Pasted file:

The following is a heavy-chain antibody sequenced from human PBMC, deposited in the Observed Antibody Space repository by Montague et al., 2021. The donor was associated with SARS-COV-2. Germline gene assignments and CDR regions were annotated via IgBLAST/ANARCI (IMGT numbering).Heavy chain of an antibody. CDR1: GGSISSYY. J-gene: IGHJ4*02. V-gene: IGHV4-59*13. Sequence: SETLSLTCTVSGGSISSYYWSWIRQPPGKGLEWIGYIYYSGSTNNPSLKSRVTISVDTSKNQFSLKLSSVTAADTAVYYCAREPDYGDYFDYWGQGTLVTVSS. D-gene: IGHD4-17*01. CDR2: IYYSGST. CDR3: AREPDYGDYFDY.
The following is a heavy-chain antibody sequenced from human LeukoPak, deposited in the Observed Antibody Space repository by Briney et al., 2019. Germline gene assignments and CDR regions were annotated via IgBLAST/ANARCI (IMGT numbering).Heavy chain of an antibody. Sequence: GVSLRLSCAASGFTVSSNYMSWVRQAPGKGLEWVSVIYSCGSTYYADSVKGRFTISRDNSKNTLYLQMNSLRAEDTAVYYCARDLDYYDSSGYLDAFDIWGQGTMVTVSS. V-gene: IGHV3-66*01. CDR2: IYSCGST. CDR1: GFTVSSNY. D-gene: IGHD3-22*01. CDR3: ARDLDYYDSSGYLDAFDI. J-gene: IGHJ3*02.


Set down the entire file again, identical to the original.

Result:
The following is a heavy-chain antibody sequenced from human PBMC, deposited in the Observed Antibody Space repository by Montague et al., 2021. The donor was associated with SARS-COV-2. Germline gene assignments and CDR regions were annotated via IgBLAST/ANARCI (IMGT numbering).Heavy chain of an antibody. CDR1: GGSISSYY. J-gene: IGHJ4*02. V-gene: IGHV4-59*13. Sequence: SETLSLTCTVSGGSISSYYWSWIRQPPGKGLEWIGYIYYSGSTNNPSLKSRVTISVDTSKNQFSLKLSSVTAADTAVYYCAREPDYGDYFDYWGQGTLVTVSS. D-gene: IGHD4-17*01. CDR2: IYYSGST. CDR3: AREPDYGDYFDY.
The following is a heavy-chain antibody sequenced from human LeukoPak, deposited in the Observed Antibody Space repository by Briney et al., 2019. Germline gene assignments and CDR regions were annotated via IgBLAST/ANARCI (IMGT numbering).Heavy chain of an antibody. Sequence: GVSLRLSCAASGFTVSSNYMSWVRQAPGKGLEWVSVIYSCGSTYYADSVKGRFTISRDNSKNTLYLQMNSLRAEDTAVYYCARDLDYYDSSGYLDAFDIWGQGTMVTVSS. V-gene: IGHV3-66*01. CDR2: IYSCGST. CDR1: GFTVSSNY. D-gene: IGHD3-22*01. CDR3: ARDLDYYDSSGYLDAFDI. J-gene: IGHJ3*02.